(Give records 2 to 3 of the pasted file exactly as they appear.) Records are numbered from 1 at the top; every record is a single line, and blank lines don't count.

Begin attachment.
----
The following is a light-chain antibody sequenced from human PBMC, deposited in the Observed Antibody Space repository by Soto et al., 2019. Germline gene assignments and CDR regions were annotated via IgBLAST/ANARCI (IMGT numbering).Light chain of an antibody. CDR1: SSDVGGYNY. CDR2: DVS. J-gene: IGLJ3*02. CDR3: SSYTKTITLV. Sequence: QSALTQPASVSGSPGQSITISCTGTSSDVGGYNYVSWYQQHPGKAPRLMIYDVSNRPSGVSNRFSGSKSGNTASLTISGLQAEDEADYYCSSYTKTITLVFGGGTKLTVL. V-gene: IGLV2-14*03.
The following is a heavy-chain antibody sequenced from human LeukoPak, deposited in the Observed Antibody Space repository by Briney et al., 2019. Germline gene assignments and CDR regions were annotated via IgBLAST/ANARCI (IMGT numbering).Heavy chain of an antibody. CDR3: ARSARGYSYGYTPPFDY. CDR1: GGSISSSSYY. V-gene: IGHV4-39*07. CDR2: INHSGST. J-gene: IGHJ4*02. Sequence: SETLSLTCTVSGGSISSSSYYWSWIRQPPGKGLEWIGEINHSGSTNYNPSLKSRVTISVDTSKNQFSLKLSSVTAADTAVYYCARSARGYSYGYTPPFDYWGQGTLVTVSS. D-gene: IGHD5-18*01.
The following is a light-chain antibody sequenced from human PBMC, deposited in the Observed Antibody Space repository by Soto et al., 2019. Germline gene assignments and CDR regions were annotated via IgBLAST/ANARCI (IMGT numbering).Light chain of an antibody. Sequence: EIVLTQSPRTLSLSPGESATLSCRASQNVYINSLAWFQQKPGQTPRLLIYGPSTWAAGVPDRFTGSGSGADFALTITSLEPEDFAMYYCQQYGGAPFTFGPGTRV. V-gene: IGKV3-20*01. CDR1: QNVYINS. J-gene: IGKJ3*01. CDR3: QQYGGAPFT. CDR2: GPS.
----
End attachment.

The following is a heavy-chain antibody sequenced from human LeukoPak, deposited in the Observed Antibody Space repository by Briney et al., 2019. Germline gene assignments and CDR regions were annotated via IgBLAST/ANARCI (IMGT numbering).Heavy chain of an antibody. CDR3: ARSARGYSYGYTPPFDY. CDR1: GGSISSSSYY. V-gene: IGHV4-39*07. CDR2: INHSGST. J-gene: IGHJ4*02. Sequence: SETLSLTCTVSGGSISSSSYYWSWIRQPPGKGLEWIGEINHSGSTNYNPSLKSRVTISVDTSKNQFSLKLSSVTAADTAVYYCARSARGYSYGYTPPFDYWGQGTLVTVSS. D-gene: IGHD5-18*01.
The following is a light-chain antibody sequenced from human PBMC, deposited in the Observed Antibody Space repository by Soto et al., 2019. Germline gene assignments and CDR regions were annotated via IgBLAST/ANARCI (IMGT numbering).Light chain of an antibody. Sequence: EIVLTQSPRTLSLSPGESATLSCRASQNVYINSLAWFQQKPGQTPRLLIYGPSTWAAGVPDRFTGSGSGADFALTITSLEPEDFAMYYCQQYGGAPFTFGPGTRV. V-gene: IGKV3-20*01. CDR1: QNVYINS. J-gene: IGKJ3*01. CDR3: QQYGGAPFT. CDR2: GPS.